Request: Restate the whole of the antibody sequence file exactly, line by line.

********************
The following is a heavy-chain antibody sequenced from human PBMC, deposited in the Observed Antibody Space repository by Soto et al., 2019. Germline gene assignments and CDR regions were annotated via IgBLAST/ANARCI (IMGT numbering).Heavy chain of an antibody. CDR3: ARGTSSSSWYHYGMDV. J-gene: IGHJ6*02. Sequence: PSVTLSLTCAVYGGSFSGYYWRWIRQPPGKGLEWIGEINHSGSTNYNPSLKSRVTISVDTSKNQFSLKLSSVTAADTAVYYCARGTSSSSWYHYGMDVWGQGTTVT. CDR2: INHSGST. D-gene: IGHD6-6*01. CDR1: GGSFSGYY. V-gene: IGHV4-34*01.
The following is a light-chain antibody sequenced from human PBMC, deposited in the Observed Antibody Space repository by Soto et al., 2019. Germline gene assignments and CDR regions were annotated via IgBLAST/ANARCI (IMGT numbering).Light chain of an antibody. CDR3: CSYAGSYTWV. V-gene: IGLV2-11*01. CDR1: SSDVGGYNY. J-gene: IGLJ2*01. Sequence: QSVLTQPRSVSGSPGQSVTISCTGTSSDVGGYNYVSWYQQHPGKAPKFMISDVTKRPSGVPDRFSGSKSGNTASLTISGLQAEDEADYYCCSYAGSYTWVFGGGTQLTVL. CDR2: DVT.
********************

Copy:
The following is a heavy-chain antibody sequenced from human PBMC, deposited in the Observed Antibody Space repository by Soto et al., 2019. Germline gene assignments and CDR regions were annotated via IgBLAST/ANARCI (IMGT numbering).Heavy chain of an antibody. CDR3: ARGTSSSSWYHYGMDV. J-gene: IGHJ6*02. Sequence: PSVTLSLTCAVYGGSFSGYYWRWIRQPPGKGLEWIGEINHSGSTNYNPSLKSRVTISVDTSKNQFSLKLSSVTAADTAVYYCARGTSSSSWYHYGMDVWGQGTTVT. CDR2: INHSGST. D-gene: IGHD6-6*01. CDR1: GGSFSGYY. V-gene: IGHV4-34*01.
The following is a light-chain antibody sequenced from human PBMC, deposited in the Observed Antibody Space repository by Soto et al., 2019. Germline gene assignments and CDR regions were annotated via IgBLAST/ANARCI (IMGT numbering).Light chain of an antibody. CDR3: CSYAGSYTWV. V-gene: IGLV2-11*01. CDR1: SSDVGGYNY. J-gene: IGLJ2*01. Sequence: QSVLTQPRSVSGSPGQSVTISCTGTSSDVGGYNYVSWYQQHPGKAPKFMISDVTKRPSGVPDRFSGSKSGNTASLTISGLQAEDEADYYCCSYAGSYTWVFGGGTQLTVL. CDR2: DVT.